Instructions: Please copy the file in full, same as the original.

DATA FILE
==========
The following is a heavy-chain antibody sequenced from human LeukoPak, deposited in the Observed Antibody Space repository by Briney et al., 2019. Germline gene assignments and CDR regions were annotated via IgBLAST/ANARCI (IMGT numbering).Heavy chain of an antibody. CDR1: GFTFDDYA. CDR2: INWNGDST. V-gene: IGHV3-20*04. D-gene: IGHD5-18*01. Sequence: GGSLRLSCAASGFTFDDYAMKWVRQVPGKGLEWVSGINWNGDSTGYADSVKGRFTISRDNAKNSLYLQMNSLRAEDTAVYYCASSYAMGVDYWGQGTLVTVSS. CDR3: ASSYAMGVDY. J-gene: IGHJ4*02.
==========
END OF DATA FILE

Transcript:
The following is a heavy-chain antibody sequenced from human LeukoPak, deposited in the Observed Antibody Space repository by Briney et al., 2019. Germline gene assignments and CDR regions were annotated via IgBLAST/ANARCI (IMGT numbering).Heavy chain of an antibody. CDR1: GFTFDDYA. CDR2: INWNGDST. V-gene: IGHV3-20*04. D-gene: IGHD5-18*01. Sequence: GGSLRLSCAASGFTFDDYAMKWVRQVPGKGLEWVSGINWNGDSTGYADSVKGRFTISRDNAKNSLYLQMNSLRAEDTAVYYCASSYAMGVDYWGQGTLVTVSS. CDR3: ASSYAMGVDY. J-gene: IGHJ4*02.